Computer Security — 2
There is almost no way a single person can keep pace with security exploits and patching. Fortunately there is no need for that.
A significant number of exploits require some kind of physical access to systems. That means remembering to breath when security patch notices arrive in the email box. The click-bait headline mentality of upgrade now! is nonsense.
Only occasionally do exploits apply across the board. When that happens there will be ample news coverage from worthy news sources that do not include the “Upgrade now!” click-bait dweebs. These types of patches should be investigated and installed in a timely manner. Do not get excited like rabbits copulating.
An example is a couple of summers ago the GRUB boothole exploit was patched. Many package maintainers jumped on the publicity bandwagon to push patches. The problem is the patches were not well tested. After patching many people discovered they could not boot their systems. The sad part is the exploit required physical access to gain advantage. There was no need to rush and play the publicity game.
While budgets play a role, most admins should strive to create some test systems. This is the preferable first place to test patches.
Another strategy is to roll out patches in a methodical manner. Never update all systems all at once. Roll out patches a little at a time, monitor system logs, and listen for user comments.
Live patching of kernels is a nice idea but pushes against existing pragmatic strategies and practices. If a patch causes problems then a reboot often reveals problems immediately. Not rebooting tends to hide and mask root causes. When a system is rebooted months down the road and problems arise immediately, which patch is the culprit?
Like other security patches, many kernel patches are security theater. The exploits are real but most are impossible without physical access to systems.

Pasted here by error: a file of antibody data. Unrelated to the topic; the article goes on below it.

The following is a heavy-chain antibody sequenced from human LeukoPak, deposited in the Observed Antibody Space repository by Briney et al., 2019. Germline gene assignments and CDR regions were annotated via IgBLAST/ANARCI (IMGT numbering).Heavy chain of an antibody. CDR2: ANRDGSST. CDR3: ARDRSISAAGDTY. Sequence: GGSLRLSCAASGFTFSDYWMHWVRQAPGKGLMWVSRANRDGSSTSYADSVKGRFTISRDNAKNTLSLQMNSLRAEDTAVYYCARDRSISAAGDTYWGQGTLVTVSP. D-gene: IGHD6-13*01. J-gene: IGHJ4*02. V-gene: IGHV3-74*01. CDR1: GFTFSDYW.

Much of what a basic admin reads about patching practices are written by big enterprise folks where systems often are treated like “cattle” rather than “pets.” For many admins in small and medium size businesses, many to most systems are pets. These systems cannot be rebuilt easily like “cattle” systems. Prudence and testing is required before patching systems.
Backups are important but more important is testing the backups. Many admins have discovered to their dismay that backups were worthless when disaster hit. Testing restorations should be a regular task and test systems help much in that approach.
Basic sane and well tested security practices avoid much of the click-bait frenzy with patches. Physically control access, minimize open ports, do not install or activate unnecessary services, use the principle of least privilege to control access, use SSH key pairs rather than passwords, etc. Observing such practices reduces urgency with patching systems.
How to keep systems patched is mostly a discussion about scale. For many admins in small to medium size business there is no meaningful scale. This is especially true for home users. That does not mean avoid learning helpful tools, only that at small scale managing patches should not cause loss of sleep.
Security and patching is much like ogres and onions — they come in layers.